‘Freeze Frame’ encourages collaborative reading, understanding and appreciation of a play. This activity fosters interactivity among peers and engagement with the text. Through the process, students learn to take ownership of their learning experience through multiple readings of the text, by framing insightful questions and probing deeper into plot development and character formation in their attempt to convincingly answer the questions asked while giving students an opportunity to improve their speaking skills.
Skill focus: Reading and Speaking
Level: Classes IX to XII
Class size: 25-30 students
Material Required: Reading textbook, small paper squares and pen
Learning Objectives: 1. Dramatic reading
2. Analysis of the characters and plot
Stage 1: (Time required: 25-30 minutes)
i) Introduction of the playwright and the context of the play, followed by a brief discussion on the basic plot of the play.
ii) Students read an excerpt from the play individually to gain a primary understanding of the text.
iii) A small paper square is given to each student where they write FREEZE in uppercase to make their Freeze Pass.
Stage 2: (Time required: 35-40 minutes)
i) A small group of student volunteers is selected and each students is assigned a character. Two students are assigned the roles of ‘Moderator’ and ‘Time-keeper’ (the teacher could also become the Moderator).
ii.) Discussion with the volunteers aimed at drawing in depth character sketches.
iii.) A trial reading to work upon dialogue delivery (intonation, voice modulation etc)
Stage 3: (Time required : 1 hour)
Description: The small group working with the play- text comes forward to do a dramatic reading of the play. While the reading is in progress, rest of the class listens/reads along. The student-audience now has an opportunity to halt the reading at any point and ask a few questions to any of the characters. Each student is given not more than one chance lasting a minute (hereafter referred to as the Freeze interval). The teacher must note that when a student chooses to freeze the reading, they must deposit their Freeze Pass to the Moderator. The following points must be taken into consideration:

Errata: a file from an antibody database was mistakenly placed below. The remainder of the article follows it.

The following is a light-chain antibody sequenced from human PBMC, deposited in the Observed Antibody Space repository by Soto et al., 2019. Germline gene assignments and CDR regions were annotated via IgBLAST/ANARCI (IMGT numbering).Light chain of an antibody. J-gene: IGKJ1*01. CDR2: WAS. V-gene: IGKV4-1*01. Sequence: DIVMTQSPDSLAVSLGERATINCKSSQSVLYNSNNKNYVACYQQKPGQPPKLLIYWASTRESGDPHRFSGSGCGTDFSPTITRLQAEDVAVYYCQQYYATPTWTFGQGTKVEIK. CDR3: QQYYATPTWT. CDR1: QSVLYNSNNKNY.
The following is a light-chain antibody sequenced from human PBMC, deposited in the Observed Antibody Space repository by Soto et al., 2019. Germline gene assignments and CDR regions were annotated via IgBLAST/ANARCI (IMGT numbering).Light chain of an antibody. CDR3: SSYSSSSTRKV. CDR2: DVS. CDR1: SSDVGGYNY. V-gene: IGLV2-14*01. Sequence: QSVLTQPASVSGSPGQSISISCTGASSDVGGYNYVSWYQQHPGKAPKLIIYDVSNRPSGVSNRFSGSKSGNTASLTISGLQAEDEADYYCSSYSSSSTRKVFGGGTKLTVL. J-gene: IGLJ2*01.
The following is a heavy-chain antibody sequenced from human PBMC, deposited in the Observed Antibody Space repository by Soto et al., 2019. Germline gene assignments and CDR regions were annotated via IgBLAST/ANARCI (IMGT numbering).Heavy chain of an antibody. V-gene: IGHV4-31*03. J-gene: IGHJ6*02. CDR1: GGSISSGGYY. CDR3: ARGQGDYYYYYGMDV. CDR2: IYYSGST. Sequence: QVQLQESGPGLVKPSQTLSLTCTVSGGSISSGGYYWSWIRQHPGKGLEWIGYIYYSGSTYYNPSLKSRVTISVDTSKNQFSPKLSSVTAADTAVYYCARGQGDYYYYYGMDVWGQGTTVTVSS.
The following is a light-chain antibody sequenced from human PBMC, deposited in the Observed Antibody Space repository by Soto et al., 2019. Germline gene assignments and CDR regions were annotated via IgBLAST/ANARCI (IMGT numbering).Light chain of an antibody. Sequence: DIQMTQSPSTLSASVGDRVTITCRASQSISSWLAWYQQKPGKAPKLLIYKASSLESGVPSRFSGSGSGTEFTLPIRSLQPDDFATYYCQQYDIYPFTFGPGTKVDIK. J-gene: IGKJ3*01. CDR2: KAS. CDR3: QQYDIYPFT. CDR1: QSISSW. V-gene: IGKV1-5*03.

i) Each student in the class has the freedom to ‘Freeze’ the reading of the play.
ii) One ‘Freeze pass’ will be given to each student and the same is deposited to the Moderator, once it is utilised.
iii) Not more than two questions per student will be entertained.
iv) The Freeze interval must not exceed one minute.
v) The Moderator must ensure rules are followed and time keeper must tap the desk twice to indicate time is up.
vi) Students are encouraged to use their chance sensibly to gain a deeper insight into the plot/structure and/or attitudes/motivations of a character(s).
vii) Once Frozen, the actors/readers will suspend the reading and respond to the questions asked.
viii) The student who has used his/her ‘Freeze Pass’ will go to the reading group in front of the class and tap a character gently.
ix) A character once tapped must then answer the questions asked by the student.
x) Once the Freeze interval is over (time keeper claps once to indicate time is up), student-actors resume the reading of the play.
Note: Stage 1 and 2 of the activity are preparatory stages. Freeze comes into play only in stage 3. Simply put, it is similar to the ‘Pause’ button. While watching an audio/visual, the viewer has the discretion to play, pause and then play the narrative as and when they desire. This activity, in principle, tries to apply the same to the in-class learning experience through ‘Freeze’.
The following example outlines how the activity proceeds.
Target group: Class X
Play: An excerpt from Julius Caesar by William Shakespeare (Act III , Scene I )
Dramatic reading of the play is under progress. When Brutus is about to stab Caesar, one student puts up their ‘freeze’ pass. Reading is immediately paused (student-volunteers can freeze/become a statue, to add more fun). The teacher/moderator allows the student a minute to pose and seek an answer to his/her question to the chosen character. Questions to Brutus could be – Why did you conspire to kill Caesar? Was he not a loyal friend to you? How do you think Caesar would react to your betrayal? In what way was Caesar a threat? and so on. Once the questions are answered to satisfaction, reading of the play is resumed.
Yogita Tomar is an English literature and language teacher at Sardar Patel Vidyalaya, Delhi, with twelve years of teaching experience.